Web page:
Some context: I asked a question on SO with a hypothetical constraint that wasn't dictated by technical reasons. Basically, I had a task that was trivially solved by the use of 2 very simple regex, and I wanted to know if it was doable in one, even with poorer performance. I explicitly stated the obvious two-part solution wasn't of interest to me.

A few users questioned that need, among whom one posted a solution formatted this way:

  • First part is a variant on the two-part solution
  • Second part is the actual (and clever) answer to my concern

This is the post I want to accept as an answer. But, since the first part is pretty lengthy, I would like to reverse the order, to put the relevant (to me) part first. Without changing the content, as I believe he's entitled to (and should!) say he disproves this forced way of doing things.

The tricky thing is that the user believes his two-part solution is the correct way to do things, and I believe it is not in the spirit of what I asked. After discussion, we couldn't see eye to eye on that matter.

Should I edit the answer?


No, you should not edit someone's answer because you don't like the order.

If the user explicitly stated that he doesn't want it then there is no room for discussion if the post is of acceptable quality otherwise.

You don't have to accept an answer; decide for yourself if you still deem it good enough. Perhaps leave a comment under it to signify what option you took?

  • We didn't discuss the edit itself, we just don't agree about which part of his post is the real answer. The post is lengthy (~30/40 lines), and the link you quoted states the situation might be different if it's more than 5 line long: I'm afraid on a quick reading what I consider the real answer would be skipped. Do you still think it's irrelevant?
    – Robin
    Feb 18 '14 at 17:06
  • @Robin It's the author's decision to make. If you disagree with it you can voice that through comments, voting, or a competing answer, but not by editing the author's post in a way they disagree with.
    – Servy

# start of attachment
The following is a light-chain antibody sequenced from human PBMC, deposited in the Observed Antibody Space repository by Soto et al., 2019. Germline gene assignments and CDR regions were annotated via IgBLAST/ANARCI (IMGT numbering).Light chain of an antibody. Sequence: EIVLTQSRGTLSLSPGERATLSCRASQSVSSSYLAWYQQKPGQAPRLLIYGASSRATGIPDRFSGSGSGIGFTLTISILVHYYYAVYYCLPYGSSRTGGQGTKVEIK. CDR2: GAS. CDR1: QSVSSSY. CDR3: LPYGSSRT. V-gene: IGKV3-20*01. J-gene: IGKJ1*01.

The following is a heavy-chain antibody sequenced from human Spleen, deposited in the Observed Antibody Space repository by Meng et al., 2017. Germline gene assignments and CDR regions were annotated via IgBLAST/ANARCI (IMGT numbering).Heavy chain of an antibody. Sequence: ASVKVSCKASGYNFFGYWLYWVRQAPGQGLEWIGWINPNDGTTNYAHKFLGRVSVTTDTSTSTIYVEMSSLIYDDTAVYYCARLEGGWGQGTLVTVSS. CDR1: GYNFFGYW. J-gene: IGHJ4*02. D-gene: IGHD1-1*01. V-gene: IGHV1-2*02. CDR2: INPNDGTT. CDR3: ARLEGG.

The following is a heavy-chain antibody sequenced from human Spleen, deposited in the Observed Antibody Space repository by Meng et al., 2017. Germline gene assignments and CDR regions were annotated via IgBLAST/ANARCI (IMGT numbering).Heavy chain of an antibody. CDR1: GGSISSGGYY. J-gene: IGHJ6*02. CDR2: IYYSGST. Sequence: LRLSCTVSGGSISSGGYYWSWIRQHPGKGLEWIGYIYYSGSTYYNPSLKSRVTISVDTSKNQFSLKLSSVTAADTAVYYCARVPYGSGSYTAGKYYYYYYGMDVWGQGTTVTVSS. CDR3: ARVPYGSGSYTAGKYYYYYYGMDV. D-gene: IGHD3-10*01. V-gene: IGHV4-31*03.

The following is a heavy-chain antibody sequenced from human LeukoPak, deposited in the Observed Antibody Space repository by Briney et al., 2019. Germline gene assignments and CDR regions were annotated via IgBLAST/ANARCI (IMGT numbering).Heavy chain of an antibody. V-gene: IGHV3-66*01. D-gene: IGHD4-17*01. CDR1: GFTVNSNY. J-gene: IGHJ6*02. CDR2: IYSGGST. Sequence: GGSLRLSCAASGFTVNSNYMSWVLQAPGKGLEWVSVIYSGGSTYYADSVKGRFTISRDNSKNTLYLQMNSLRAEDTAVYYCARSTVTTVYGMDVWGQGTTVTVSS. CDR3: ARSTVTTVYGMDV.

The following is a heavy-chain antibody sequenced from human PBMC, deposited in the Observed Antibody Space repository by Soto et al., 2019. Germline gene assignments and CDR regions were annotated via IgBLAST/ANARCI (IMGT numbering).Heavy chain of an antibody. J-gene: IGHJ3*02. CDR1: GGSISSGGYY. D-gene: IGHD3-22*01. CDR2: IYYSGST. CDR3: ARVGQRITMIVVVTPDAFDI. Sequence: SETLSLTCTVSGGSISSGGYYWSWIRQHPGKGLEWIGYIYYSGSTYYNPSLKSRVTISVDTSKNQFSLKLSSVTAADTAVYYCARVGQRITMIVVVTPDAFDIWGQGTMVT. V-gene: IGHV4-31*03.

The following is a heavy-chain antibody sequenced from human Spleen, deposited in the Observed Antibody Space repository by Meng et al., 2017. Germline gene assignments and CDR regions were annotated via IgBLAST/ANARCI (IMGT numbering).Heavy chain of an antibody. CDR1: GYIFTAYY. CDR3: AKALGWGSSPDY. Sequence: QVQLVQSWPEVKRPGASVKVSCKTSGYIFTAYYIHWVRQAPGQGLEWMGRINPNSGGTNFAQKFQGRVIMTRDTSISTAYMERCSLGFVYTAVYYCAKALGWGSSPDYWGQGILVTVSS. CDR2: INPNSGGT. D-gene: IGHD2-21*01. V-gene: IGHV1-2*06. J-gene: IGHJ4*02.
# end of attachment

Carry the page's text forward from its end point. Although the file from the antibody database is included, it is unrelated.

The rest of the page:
Feb 18 '14 at 17:09
  • @Robin: you're entering a more gray area at that point but in the end it is up to the poster himself. You can suggest him to change the order of the two answers but considering he explicitly states it's a dirty method I highly doubt he'll agree to that. There is nothing wrong with the post itself so there is no way you can "enforce" an edit. Feb 18 '14 at 17:10
  • That makes sense, respecting the author's will should probably be put above all. I guess I could always answer my own question with the "relevant" part of his answer and accept that... Even though I don't want to feel like stealing credit.
    – Robin
    Feb 18 '14 at 17:18

Answer the question yourself in the order you want. Cite other answer and state why you think your order is better. Upvote his answer as you found it useful.


Yes, you should edit someones answer (same question as Jeroen referenced) if it makes the answer more useful to other people searching for the answer to your question.

I think it should be fine as long as * You don't change the content of the answer (deleting the option you don't like (or crossing out or putting in a tiny font)) * You modify the text of the answer such that it still reads well with the new order

  • I would argue that the proposed edit harms the answer. As does the author. At the end of the day if there is disagreement over whether a change harms or improves the answer, the author's opinion "wins".
    – Servy
    Feb 18 '14 at 17:18
  • The problem here is that we disagree on which formatting is more useful to other people :/
    – Robin
    Feb 18 '14 at 17:19
  • @Servy As you say, if the author doesn't like it then s/he can revert it but if the OP edits it in a way the the author actually likes then it's better for everyone.
    – dav_i
    Feb 18 '14 at 17:20
  • @dav_i The OP here has already stated that the post author make it clear he wants the post ordered as it stands, so he knows that the author doesn't want the edit to be made.
    – Servy
    Feb 18 '14 at 17:24

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